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  • Kaleidoscopic Shaw
  • Sally Peters (bio)
Brad Kent, ed. George Bernard Shaw in Context. Cambridge: Cambridge University Press, 2015. 26 black-and-white illustrations. xxxii + 383 pages. $120.00.

This volume is part of the Literature in Context series from Cambridge University, each volume focusing on a single writer and offering insights into the “contexts” that have influenced the writer, including the literary, cultural, and political. Oscar Wilde, James Joyce, and George Eliot are among those already featured. For Shaw, Brad Kent has assembled a team of scholars, each writing on an area of particular expertise or interest. Divided into six parts, the volume presents forty-two brief, original essays. In encyclopedic fashion, they are meant to be informative, summarizing the individual subject at hand and presenting the current state of knowledge, rather than probing new ground. The essays may overlap, cross-reference, or disagree as they treat material from differing perspectives. The intended audience is primarily students, although certainly scholars from other disciplines will find the summaries of benefit, as well as those seeking to be refreshed on a familiar subject.

Although it is impossible here to do justice to the individual essays, I offer a glimpse of their riches. Part 1, “People and Places,” outlines formative influences on Shaw. Peter Gahan opens the section with an engaging tour through Shaw’s Dublin and environs, from his earliest years to his later visits, noting sights, events, history, and impressions important to the boy and the man. Laura Arrington picks up the thread by describing Shaw’s role in the founding of the Fabian Society. Peter Conolly-Smith then traces Shaw’s reception in Germany and Austria, focusing on his [End Page 306] longtime collaboration with his German translator, Siegfried Trebitsch, whose mistakes and misjudgments ironically led to Shaw’s public success. In “London,” Desmond Harding describes the city from the time Shaw arrived in 1876, seeing its “heterogeneity and uncontainability as central to the playwright’s imagination” (35). Looking at Shaw’s relationship to Wilde, Eibhear Walshe finds Shaw’s writings a key contribution to Wilde’s rehabilitation and ascendance in reputation, even while Shaw’s own reputation plummeted; they were “if not quite friends … respectful acquaintances” (39). Similarly, Nicholas Grene observes that W. B. Yeats and Shaw shared “mutual respect; they never fell out, though they could never be close friends” because their art was antithetical (50).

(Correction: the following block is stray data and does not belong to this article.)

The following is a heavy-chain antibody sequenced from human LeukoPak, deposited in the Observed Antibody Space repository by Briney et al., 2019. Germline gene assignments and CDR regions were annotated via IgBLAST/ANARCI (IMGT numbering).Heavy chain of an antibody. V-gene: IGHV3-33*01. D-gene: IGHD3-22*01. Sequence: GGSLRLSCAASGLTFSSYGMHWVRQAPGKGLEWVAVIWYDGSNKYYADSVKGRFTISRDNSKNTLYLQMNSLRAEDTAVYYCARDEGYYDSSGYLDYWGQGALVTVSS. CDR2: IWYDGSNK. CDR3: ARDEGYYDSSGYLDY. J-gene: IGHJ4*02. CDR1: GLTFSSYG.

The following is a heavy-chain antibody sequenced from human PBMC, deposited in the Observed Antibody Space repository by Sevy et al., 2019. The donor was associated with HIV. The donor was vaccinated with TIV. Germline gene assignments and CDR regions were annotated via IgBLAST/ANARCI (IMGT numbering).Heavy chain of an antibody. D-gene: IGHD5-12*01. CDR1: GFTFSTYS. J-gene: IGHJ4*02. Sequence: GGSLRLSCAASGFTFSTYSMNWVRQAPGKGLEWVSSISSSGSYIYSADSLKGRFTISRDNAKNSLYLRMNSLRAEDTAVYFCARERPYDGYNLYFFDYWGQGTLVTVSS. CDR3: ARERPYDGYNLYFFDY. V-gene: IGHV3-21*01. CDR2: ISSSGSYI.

Part 2, “Theatre,” opens with Anthony Roche on the Abbey Theatre, Dublin, for which John Bull’s Other Island formed a major contribution to the Irish Dramatic Revival, and it was the Abbey that staged The Shewing-up of Blanco Posnet after it was banned from performance in England. In “Actors and Actresses,” Margot Peters declares of Shaw that “[n]o playwright has exercised more power over the casting of his plays,” giving as examples Janet Achurch, Ellen Terry, and Mrs. Patrick Campbell (61). Looking at London’s Court Theatre, Sos Eltis describes the fruitful collaboration with Harley Granville Barker and Shaw’s emergence as a popular and admired playwright. In “Fabian Drama,” J. Ellen Gainor highlights the mission and importance of Fabian ideas in the newly established, noncommercial Stage Society. Kerry Powell notes that even while Shaw objected to the unthinking laughter of farce, he often appropriated farcical materials, notably in The Philanderer and You Never Can Tell. In Shaw’s history plays, writes Ellen E. Dolgin, “the inner world of the heroic character” is made “visible and dominant,” as in The Man of Destiny (98). Heidi J. Holder, in “Melodrama,” shows Shaw using materials at hand as he evoked that genre’s emotions “for which he had a modicum of respect” (108). Finally, in “The New Drama,” Jean Chothia discusses the Stage Society from the perspective of its featured experimental work and independent theater initiatives of the period.

Part 3, “Writing and the Arts,” encompasses a wide spectrum. In “Cinema,” John McInerney sees Shaw as “a futurist by habit as well as conviction” (119). “Journalism” emphasizes the personal quality Shaw brought to the form, as Elizabeth Carolyn Miller observes. In “Letters,” Charles Carpenter addresses Shaw’s massive correspondence. Lawrence Switzky, in “Media and Technology,” notes Shaw’s admiration of sound...


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